From December 8th to 11th, 2011, Cole Collier ’17 stole a page from the Michael Phelps record book. Swimming in Buffalo’s Star Invitational, with over 700 elite qualifiers from New York, New Jersey, Massachusetts, and Michigan, Cole completed a total of 22 races and ended up winning eight of the ten events he entered. This gold rush made him the meet’s high-point champion for boys 12-and-under and, in his words, “pretty tired.”
While swimming the maximum number of events the Buffalo meet allowed, Cole also broke two all-time records for his team, AGUA (Asphalt Green Unified Aquatics), an elite squad from the New York metro area that trains on the Upper East Side. His new record of 1:01 for the 100-yard IM (individual medley) crushed the prior record from 2006; his 200-yard IM performance ousted a record from 1999, the same year Cole was born. This joins his 59.63 record time for the 100-yard butterfly and comprises three of what promise to be more short-course records for the team, which will send seven swimmers to the Olympic trials this summer.
For the past two years, Cole has been ranked #1 in the Northeast region for the butterfly, but he admits, “Last year, I hit a bit of a plateau. This year (since September) I have become faster and dropped time in each event. Last year, my times got slower as the longer meets went along. That doesn’t happen this year.”
This “drop” has something to do with the simple fact that he grew five inches over the past year, but it has much to do with his excellent physical conditioning. A high honors student training for his black belt in Jujitsu, Cole practices five or six days a week, two hours per session. “I usually try to make a certain part of each workout intense. I never go there to swim easy and be just like ‘whatever,’” he says. He receives his principal coaching from Jialin Hu, a member of the Chinese National Swim Team in the 1970s, and a coach at the club and collegiate level for the past 28 years. “My coaches think I need to work on my backstroke and freestyle; I give myself advice too.” On the AGUA team, Cole finds his best training partner in a 12 year-old girl who is “about 6 feet tall.”
Cole competes in 15-20 multi-day meets each year. When he’s on the road, he typically wakes up at 5:15 so he can be at the pool by 6:30 to begin his warm ups. The morning preliminary races – anywhere from 50 to 500 yards – happen quickly, sometimes no more than 25 minutes apart. “Between races, I eat and drink a lot. My mom makes this wonderful fruit smoothie that has eight different types of fruits in it. It really gives me a lot of energy.” By noon, Cole heads back to the hotel to eat more and rest before he returns to the pool for finals.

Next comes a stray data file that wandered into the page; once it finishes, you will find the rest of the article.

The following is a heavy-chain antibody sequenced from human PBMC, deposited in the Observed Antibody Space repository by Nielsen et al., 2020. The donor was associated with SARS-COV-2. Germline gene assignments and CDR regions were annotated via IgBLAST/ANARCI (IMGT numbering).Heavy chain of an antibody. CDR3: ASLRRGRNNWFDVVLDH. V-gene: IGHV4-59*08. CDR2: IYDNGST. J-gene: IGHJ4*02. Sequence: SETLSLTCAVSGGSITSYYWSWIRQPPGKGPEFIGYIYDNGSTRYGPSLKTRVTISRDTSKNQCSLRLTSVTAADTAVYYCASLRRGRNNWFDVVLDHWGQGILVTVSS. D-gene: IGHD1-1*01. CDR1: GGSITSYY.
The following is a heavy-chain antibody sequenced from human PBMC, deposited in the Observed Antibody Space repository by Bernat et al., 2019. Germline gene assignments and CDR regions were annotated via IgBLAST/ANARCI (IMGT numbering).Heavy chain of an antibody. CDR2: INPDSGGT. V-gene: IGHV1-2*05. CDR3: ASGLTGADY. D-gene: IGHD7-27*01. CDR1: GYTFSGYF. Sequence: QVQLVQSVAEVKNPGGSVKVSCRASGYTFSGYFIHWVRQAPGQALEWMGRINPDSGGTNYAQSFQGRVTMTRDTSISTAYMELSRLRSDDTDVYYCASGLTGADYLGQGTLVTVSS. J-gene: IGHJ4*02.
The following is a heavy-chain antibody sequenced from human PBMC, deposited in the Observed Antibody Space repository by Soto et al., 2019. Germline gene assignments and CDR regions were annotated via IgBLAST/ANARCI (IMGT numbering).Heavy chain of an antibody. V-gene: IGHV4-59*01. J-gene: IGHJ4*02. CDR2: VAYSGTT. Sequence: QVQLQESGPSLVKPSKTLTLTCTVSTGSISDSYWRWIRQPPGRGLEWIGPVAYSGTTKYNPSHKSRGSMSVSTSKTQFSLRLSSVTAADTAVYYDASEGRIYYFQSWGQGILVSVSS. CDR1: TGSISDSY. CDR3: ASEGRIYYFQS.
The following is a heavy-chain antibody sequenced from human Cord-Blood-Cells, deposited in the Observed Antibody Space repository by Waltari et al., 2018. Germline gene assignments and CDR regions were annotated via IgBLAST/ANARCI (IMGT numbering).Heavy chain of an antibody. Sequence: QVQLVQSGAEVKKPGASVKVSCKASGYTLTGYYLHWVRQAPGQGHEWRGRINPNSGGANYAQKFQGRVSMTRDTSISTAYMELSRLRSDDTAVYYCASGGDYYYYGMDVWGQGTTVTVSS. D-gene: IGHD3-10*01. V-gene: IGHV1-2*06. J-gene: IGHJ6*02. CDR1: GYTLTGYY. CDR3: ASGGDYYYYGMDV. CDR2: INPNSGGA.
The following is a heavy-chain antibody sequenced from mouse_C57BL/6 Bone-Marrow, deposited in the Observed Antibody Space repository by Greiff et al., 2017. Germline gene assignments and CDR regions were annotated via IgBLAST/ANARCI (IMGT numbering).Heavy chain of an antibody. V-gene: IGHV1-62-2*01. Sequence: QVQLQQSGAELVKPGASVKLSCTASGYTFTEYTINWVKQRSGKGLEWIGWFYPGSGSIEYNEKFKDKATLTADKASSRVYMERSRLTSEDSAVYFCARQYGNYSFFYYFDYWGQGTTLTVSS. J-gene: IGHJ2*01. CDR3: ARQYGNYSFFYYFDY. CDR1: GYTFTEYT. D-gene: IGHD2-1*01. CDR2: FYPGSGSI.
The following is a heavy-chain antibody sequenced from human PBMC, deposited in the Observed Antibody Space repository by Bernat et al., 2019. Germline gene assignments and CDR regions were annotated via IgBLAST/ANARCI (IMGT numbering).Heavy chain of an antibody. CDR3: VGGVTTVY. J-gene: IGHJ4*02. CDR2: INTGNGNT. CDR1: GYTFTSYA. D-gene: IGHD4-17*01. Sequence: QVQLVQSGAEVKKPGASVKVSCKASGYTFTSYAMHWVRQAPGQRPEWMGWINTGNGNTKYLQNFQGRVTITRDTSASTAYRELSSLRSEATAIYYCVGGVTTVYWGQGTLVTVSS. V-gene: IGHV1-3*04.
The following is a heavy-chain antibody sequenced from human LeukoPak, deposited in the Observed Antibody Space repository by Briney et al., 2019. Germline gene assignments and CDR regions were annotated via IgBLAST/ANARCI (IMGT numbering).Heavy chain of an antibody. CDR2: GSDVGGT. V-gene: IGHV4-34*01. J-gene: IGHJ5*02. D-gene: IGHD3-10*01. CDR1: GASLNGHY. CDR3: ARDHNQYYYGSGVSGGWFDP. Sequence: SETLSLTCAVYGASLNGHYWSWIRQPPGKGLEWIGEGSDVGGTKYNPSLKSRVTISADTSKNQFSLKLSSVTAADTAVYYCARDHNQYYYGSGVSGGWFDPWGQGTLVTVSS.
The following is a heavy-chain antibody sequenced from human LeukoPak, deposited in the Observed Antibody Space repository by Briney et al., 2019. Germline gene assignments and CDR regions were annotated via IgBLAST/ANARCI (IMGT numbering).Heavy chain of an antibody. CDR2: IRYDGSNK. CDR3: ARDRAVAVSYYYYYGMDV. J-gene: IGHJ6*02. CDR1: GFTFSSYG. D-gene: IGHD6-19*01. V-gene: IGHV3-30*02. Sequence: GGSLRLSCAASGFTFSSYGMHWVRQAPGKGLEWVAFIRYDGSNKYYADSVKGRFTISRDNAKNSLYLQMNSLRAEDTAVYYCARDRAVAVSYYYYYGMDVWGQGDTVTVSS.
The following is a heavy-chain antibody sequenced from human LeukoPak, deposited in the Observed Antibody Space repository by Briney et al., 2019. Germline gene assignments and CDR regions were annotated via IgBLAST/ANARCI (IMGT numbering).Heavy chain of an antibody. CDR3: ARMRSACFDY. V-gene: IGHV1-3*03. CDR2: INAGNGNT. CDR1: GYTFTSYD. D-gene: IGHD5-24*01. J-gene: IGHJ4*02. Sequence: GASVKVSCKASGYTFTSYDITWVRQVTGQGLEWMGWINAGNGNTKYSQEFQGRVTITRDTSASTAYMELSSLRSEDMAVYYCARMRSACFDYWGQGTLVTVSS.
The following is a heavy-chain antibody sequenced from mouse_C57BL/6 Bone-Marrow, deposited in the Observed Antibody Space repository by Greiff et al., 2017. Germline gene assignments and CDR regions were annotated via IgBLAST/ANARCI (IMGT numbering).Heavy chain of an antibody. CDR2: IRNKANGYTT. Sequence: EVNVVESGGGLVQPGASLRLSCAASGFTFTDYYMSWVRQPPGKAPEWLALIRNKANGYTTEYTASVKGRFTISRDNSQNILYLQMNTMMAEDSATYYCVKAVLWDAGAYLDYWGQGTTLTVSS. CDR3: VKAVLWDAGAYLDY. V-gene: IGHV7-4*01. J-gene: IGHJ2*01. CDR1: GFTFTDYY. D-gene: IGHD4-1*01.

By the time the prestigious Buffalo event rolled around, Cole had put up the kind of results that had him ranked first for many of the events. Rather than being intimidated by the pressure this might cause, Cole says, “I was really excited to see this ranking. It motivates me.”
It can also put a target on his back: During a 100-yard butterfly event, Cole’s specialty, kids from another team heckled him to “slip” after the “Take your mark” command. “I guess they were jealous or something like that,” he says. While he admits, “I was kind of shocked when I got in the pool,” he gathered his composure to earn the top preliminary time in the event. He went on to win the final.
But Cole’s strongest impression from Buffalo came during the 200-yard freestyle, which he admits to being “one of my worst events.” “Me and this other kid were head to head,” he recalls, “but in the last 50 [yards], I pulled away [to win] and the place exploded.”
Even though Cole’s older brother, Christian ’15, was in school during the Buffalo event, his cheers were felt. “I just think Cole is amazing. He blows me away. It’s just unbelievable. Next to my mom and little brother (Cort ’21) I’m probably his loudest fan.”
This winter, Christian and Cole join forces to swim for BWL. “This will be a great experience,” Cole said, moments before the team’s first meet, against Columbia Prep. “It’s good to go against older swimmers.” Coach Kate Lennon is also appreciative. “One thing that really stands out about Cole, aside from his talent in the pool, is his commitment to being a team player. Swimming is often considered to be an individual sport, but Cole puts the needs of the team first.” This meant that literally seconds before the 50-yard breaststroke, Cole volunteered his services – and won against kids five years older than him.
Cole will turn 13 on April 24, which he admits to be the perfect birthday for a swimmer: “That’s exactly when the short course season ends.” January and February will take him to several regional meets, but all training angles toward the Eastern Zones competition in Rochester in late March, where he will compete against the entire Northeast, from Maine to Virginia. His goal is to win the 12-and-under division there, making him the all around #1 swimmer in the East.